The reason why this one is so troublesome is the asymptomatic spread. That's the key pernicious feature of this virus. That's people spreading it and they have no symptoms or the ones you'd have a symptom and then spread it. You can stay home because the symptom, you know, so that that's why this one is especially sort of tricky because of this asymptomatic aspect before they have another pandemics concerning school buses at full capacity, no social distancing possible.


What does Luke think that's bad for that? I mean, we know from the epidemiology, the buses were places where this virus transmits. If you're in a stuffy bus full of people with the windows closed, that will spread the virus. And that's been shown in several studies now. So so buses, good ventilation is very important on a bus. And then the less people, the better. Basically, you know, if you can and of course, mask wearing as critical as ever, you know.


So if you're on a bus, it isn't massively overcrowded. You're wearing a mask and not for too long. Long bus journey journeys increased the risk as well. Lots of ventilation then. They're pretty. They're pretty. They're pretty reasonable things to do. Can you ask Luke about cross contamination from mask wearing, there have been mandatory for a couple of weeks now and we've seen a rise in cases instead of a fall from being a city. Every day, I see people constantly touching them and then touching items in shops.


Also, they seem to be just another accessory now with people putting them on on risk and upper arms when not in use. Roads also littered with use masks impacting the environment. Sorry for the rant, but I just feel this is a serious issue that's leading to a bigger risk of the virus spreading as the most important measure of hand hygiene is being forgotten, as some really, really got.


I mean, the one thing we all said, masks are part of the strategy. You can't wear a mask and think you're bulletproof. You've got to keep observing all the other things. That mask is just another weapon to use among many you see. And again, the science supports this, which is great. But that's a really good point. You know, you got to follow the guidelines. That's the usual thing. There's guidelines how to wear a mask.


You'll see it on the Hajazi website. And it's straightforward. But just wash your hands, put the mask on. Do go about your business. Come home, take the mask off, put it away. You know, wash your hands again that they won't be fiddling with it and they'll be hanging around your neck and wear your nose in your mouth right in front. And then there you do see masks as a letter now, which is terrible, isn't it?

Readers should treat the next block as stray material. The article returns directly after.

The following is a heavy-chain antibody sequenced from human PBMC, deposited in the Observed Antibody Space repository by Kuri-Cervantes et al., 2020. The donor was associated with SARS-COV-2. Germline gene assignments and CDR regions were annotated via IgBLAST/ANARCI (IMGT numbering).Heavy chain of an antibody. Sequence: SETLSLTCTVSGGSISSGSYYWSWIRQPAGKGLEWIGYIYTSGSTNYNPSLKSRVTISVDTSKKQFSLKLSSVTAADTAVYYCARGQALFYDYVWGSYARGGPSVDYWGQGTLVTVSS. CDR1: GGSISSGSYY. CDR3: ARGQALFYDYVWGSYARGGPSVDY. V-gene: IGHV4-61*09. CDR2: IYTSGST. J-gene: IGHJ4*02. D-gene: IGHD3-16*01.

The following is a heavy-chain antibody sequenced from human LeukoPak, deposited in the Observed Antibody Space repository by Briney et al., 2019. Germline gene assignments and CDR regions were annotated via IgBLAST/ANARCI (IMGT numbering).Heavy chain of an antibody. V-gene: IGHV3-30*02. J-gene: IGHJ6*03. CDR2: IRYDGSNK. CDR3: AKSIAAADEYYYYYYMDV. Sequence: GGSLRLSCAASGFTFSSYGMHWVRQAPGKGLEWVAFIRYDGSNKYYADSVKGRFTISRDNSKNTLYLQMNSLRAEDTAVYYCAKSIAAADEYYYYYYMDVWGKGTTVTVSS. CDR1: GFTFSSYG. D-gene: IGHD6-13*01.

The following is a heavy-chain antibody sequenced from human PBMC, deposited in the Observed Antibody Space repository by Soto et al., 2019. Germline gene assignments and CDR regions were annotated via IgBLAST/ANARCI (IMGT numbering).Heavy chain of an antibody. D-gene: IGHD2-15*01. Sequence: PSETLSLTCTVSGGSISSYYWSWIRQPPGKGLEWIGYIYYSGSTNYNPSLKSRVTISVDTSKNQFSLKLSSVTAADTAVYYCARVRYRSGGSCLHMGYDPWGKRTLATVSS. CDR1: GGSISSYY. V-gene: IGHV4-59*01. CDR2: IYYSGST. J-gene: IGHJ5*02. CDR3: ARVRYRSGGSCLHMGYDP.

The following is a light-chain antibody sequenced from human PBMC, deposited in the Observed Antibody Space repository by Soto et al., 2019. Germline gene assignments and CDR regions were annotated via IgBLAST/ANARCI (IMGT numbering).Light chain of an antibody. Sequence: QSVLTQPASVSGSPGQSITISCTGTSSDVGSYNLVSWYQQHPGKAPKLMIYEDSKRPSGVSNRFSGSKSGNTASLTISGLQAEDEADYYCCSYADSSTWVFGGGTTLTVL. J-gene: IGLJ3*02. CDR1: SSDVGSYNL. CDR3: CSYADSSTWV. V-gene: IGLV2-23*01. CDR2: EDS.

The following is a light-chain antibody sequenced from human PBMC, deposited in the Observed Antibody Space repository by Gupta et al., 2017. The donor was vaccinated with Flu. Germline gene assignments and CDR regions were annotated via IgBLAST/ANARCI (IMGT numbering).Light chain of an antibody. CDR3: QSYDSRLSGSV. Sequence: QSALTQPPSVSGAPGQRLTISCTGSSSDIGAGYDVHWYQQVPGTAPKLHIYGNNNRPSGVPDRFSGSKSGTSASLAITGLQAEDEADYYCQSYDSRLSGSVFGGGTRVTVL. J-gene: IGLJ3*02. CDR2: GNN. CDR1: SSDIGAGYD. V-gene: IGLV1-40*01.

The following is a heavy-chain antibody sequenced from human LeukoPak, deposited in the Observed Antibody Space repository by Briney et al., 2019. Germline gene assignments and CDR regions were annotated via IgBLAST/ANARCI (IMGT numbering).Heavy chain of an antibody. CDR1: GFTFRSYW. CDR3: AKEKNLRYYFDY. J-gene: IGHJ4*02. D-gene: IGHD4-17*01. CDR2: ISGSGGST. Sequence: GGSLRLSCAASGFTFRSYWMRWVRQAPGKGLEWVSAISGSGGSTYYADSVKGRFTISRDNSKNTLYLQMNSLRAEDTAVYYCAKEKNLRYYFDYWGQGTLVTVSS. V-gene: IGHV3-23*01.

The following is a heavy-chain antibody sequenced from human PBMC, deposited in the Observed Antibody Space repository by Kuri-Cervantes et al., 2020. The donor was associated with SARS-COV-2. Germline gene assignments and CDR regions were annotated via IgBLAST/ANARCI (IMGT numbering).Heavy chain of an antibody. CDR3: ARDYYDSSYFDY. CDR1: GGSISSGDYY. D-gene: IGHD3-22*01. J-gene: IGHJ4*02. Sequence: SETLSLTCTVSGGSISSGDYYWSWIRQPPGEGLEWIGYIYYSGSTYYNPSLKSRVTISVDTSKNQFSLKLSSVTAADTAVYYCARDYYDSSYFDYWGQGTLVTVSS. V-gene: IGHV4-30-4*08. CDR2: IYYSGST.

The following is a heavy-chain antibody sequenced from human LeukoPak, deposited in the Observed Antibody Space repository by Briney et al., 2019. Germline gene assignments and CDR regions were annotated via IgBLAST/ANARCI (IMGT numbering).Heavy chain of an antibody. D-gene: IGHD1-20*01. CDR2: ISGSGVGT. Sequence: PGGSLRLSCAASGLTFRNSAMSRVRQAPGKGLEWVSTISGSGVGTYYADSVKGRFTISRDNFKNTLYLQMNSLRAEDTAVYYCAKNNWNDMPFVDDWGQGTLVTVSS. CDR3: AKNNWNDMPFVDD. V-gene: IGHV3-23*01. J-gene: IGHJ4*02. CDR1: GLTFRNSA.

So people just need to be aware of how to handle masks properly.


A commentary spitting on the street is disgusting. I've been walking up the street and on a few occasions a man will walk past and spit. We need to introduce a law against this. Joggers and pedestrians are both at fault, but it's been mainly men doing this. So I think there might well be a law. I'm not sure because there used to be on the buses.


Schluter Mishka, you can't spit on the bus.


Luckily there's no lamb, no llamas on the buses. They'll be spitting everywhere I they there of. That's the question of at the rate of infection and exposure done in Ireland.


I seem to remember something a while ago that's from a listener.


And I'm just wondering, we seem not to be given the kind of forensic information that a lot of people would like to have about.


You know, we've got 95 cases in Dublin. How do they arise? Did they arise from a well-known case where someone did something, either went on holiday somewhere or went to a factory or, you know, where there was a case or went to an institution where there was a case? We don't seem to know enough, really.


The epidemiologists, they love this data. You see. Where did you catch it? How did you catch it? Where was it spreading those kinds of questions? And obviously, they've got that kind of data that drilling into it. It takes a lot of diligence to figure out exactly where somebody was and so on. But there could be more information released. I think that would be useful to us already. And give us give us more of it at this stage.


But you could give it good to give a good account of the Irish kobun experience. And they're doing that.


I'm sure they've got this date and they're very careful with their report writing and citations. Correct. So you could see a really detailed account of the history of this virus in Ireland and have threat of spread from the U.S. But in America, there was a single conference in Boston which gave rise to 20000 cases because there were several cases at the conference and it spread among them all. And next thing, they can track 20000 cases to that conference. That's a very useful thing to know.


It means you got to avoid conferences but to start to see. So we could do a similar thing in Ireland for Daphne.


All right, look it.


Science never sleeps, as you often say. And every day, every night, more developments. We'll hear more about them on Monday. But for the moment, Luke ONeil, professor of biochemistry at Trinity College in Dublin, thank you very much for joining us.


The perfect excuse, whether it's sprucing up the living room or getting out the kitchen, visit Arnett's for incredible home reductions with up to 60 percent of everything you need for your home. Arnett's home reductions are now on Chope in-store, online at Arnet Striae.